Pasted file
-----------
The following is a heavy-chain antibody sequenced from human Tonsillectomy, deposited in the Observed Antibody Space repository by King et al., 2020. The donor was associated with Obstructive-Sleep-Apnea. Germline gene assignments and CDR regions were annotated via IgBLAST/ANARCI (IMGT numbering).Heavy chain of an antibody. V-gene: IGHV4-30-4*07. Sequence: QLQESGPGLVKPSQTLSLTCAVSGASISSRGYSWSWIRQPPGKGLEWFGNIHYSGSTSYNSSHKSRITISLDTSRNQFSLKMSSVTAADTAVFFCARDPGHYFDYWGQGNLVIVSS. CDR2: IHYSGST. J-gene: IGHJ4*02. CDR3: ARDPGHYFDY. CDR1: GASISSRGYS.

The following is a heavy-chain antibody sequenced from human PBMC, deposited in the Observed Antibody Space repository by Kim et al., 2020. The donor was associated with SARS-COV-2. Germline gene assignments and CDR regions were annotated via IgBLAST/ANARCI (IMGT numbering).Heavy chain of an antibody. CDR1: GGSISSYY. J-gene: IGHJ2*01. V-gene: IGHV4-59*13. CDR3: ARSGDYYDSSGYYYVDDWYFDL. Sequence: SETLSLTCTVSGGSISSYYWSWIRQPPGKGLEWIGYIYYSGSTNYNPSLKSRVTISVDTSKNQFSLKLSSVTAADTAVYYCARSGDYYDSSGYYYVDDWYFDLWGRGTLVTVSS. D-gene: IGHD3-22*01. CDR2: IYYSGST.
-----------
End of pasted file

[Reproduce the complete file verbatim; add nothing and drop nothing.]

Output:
The following is a heavy-chain antibody sequenced from human Tonsillectomy, deposited in the Observed Antibody Space repository by King et al., 2020. The donor was associated with Obstructive-Sleep-Apnea. Germline gene assignments and CDR regions were annotated via IgBLAST/ANARCI (IMGT numbering).Heavy chain of an antibody. V-gene: IGHV4-30-4*07. Sequence: QLQESGPGLVKPSQTLSLTCAVSGASISSRGYSWSWIRQPPGKGLEWFGNIHYSGSTSYNSSHKSRITISLDTSRNQFSLKMSSVTAADTAVFFCARDPGHYFDYWGQGNLVIVSS. CDR2: IHYSGST. J-gene: IGHJ4*02. CDR3: ARDPGHYFDY. CDR1: GASISSRGYS.

The following is a heavy-chain antibody sequenced from human PBMC, deposited in the Observed Antibody Space repository by Kim et al., 2020. The donor was associated with SARS-COV-2. Germline gene assignments and CDR regions were annotated via IgBLAST/ANARCI (IMGT numbering).Heavy chain of an antibody. CDR1: GGSISSYY. J-gene: IGHJ2*01. V-gene: IGHV4-59*13. CDR3: ARSGDYYDSSGYYYVDDWYFDL. Sequence: SETLSLTCTVSGGSISSYYWSWIRQPPGKGLEWIGYIYYSGSTNYNPSLKSRVTISVDTSKNQFSLKLSSVTAADTAVYYCARSGDYYDSSGYYYVDDWYFDLWGRGTLVTVSS. D-gene: IGHD3-22*01. CDR2: IYYSGST.